Report: Google working on its own version of Amazon Echo
If the device is released, one question is how it would handle search results and whether it would include ads.
The Information published an article this week cataloging problems at Alphabet’s Nest division. The company was acquired in 2014 for roughly $3.2 billion, with high hopes that it would give Google/Alphabet an edge in the smart home market.
Perhaps more interesting than the many problems identified in the piece is the following paragraph about Google working on a competitor to Amazon Echo:
Separately, Nest asked to be included in a secret Google project to create a competitor to Amazon’s Echo, a voice-controlled personal assistant device. But the Google executive in charge of the project, which has not been reported on publicly until now, said Nest would not be involved in its development, according to a person with knowledge of the discussion.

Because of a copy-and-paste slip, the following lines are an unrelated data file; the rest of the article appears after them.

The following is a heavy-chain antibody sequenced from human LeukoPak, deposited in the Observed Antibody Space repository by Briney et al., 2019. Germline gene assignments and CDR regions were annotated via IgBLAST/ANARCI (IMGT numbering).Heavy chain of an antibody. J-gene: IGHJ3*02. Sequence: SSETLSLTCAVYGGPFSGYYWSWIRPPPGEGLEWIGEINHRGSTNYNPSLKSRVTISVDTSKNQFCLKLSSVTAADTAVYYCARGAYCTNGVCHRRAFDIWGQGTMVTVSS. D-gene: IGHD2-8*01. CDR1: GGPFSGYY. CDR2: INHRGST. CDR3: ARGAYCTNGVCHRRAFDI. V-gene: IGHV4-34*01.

Amazon’s Echo personal assistant has been a surprise hit for the company. Amazon hasn’t released sales figures, but there’s considerable data and speculation from third parties that argue it has sold very well. That’s also indicated by Amazon’s release of two additional products in the Echo line: a smart home hub and a portable speaker, both powered by virtual assistant Alexa.
Google has all the technology to produce a viable competitor to Echo/Alexa. More interesting would be to see how Google handles search results and whether it integrates advertising into any spoken feedback. For example, Echo reads back Yelp content when someone asks for local business information.
As “search” diversifies and fragments across devices and new user interfaces, such as Echo, it will be interesting to see how Google responds and seeks to protect its ad-supported business model. Recent research from MindMeld indicates that voice search and voice assistant usage started to grow significantly in the past year.
Another interesting insight from The Information article is that Google (and not Nest) is the entity working on the product. This either reflects its importance to search or a loss of confidence in Nest.
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